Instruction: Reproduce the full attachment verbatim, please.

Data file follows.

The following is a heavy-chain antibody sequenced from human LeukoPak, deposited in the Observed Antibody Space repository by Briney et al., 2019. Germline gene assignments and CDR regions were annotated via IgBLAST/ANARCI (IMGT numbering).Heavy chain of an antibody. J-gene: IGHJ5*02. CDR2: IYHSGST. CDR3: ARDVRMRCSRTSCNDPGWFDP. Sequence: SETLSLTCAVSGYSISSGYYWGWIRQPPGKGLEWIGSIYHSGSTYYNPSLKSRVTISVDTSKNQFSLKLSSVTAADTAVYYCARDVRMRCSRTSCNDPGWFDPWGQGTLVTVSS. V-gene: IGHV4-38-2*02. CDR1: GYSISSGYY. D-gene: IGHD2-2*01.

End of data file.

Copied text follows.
The following is a heavy-chain antibody sequenced from human LeukoPak, deposited in the Observed Antibody Space repository by Briney et al., 2019. Germline gene assignments and CDR regions were annotated via IgBLAST/ANARCI (IMGT numbering).Heavy chain of an antibody. J-gene: IGHJ5*02. CDR2: IYHSGST. CDR3: ARDVRMRCSRTSCNDPGWFDP. Sequence: SETLSLTCAVSGYSISSGYYWGWIRQPPGKGLEWIGSIYHSGSTYYNPSLKSRVTISVDTSKNQFSLKLSSVTAADTAVYYCARDVRMRCSRTSCNDPGWFDPWGQGTLVTVSS. V-gene: IGHV4-38-2*02. CDR1: GYSISSGYY. D-gene: IGHD2-2*01.